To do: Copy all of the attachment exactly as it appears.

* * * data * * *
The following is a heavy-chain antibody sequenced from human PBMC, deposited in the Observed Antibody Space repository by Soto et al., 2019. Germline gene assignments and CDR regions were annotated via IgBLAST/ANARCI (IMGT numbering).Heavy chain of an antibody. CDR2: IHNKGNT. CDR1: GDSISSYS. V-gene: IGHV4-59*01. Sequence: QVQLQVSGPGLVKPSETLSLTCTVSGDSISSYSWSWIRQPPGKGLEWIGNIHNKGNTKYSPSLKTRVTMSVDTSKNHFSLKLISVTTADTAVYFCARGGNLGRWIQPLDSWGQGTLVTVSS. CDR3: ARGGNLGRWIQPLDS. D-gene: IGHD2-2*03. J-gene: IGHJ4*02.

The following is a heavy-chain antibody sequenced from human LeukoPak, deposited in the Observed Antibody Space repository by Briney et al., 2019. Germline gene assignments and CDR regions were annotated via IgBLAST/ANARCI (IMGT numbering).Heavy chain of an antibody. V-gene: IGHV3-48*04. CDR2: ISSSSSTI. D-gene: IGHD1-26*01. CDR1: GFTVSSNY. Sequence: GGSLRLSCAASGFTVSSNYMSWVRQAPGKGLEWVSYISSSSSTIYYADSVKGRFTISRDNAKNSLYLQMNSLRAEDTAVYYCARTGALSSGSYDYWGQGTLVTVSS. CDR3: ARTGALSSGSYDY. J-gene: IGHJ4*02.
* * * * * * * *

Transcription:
The following is a heavy-chain antibody sequenced from human PBMC, deposited in the Observed Antibody Space repository by Soto et al., 2019. Germline gene assignments and CDR regions were annotated via IgBLAST/ANARCI (IMGT numbering).Heavy chain of an antibody. CDR2: IHNKGNT. CDR1: GDSISSYS. V-gene: IGHV4-59*01. Sequence: QVQLQVSGPGLVKPSETLSLTCTVSGDSISSYSWSWIRQPPGKGLEWIGNIHNKGNTKYSPSLKTRVTMSVDTSKNHFSLKLISVTTADTAVYFCARGGNLGRWIQPLDSWGQGTLVTVSS. CDR3: ARGGNLGRWIQPLDS. D-gene: IGHD2-2*03. J-gene: IGHJ4*02.

The following is a heavy-chain antibody sequenced from human LeukoPak, deposited in the Observed Antibody Space repository by Briney et al., 2019. Germline gene assignments and CDR regions were annotated via IgBLAST/ANARCI (IMGT numbering).Heavy chain of an antibody. V-gene: IGHV3-48*04. CDR2: ISSSSSTI. D-gene: IGHD1-26*01. CDR1: GFTVSSNY. Sequence: GGSLRLSCAASGFTVSSNYMSWVRQAPGKGLEWVSYISSSSSTIYYADSVKGRFTISRDNAKNSLYLQMNSLRAEDTAVYYCARTGALSSGSYDYWGQGTLVTVSS. CDR3: ARTGALSSGSYDY. J-gene: IGHJ4*02.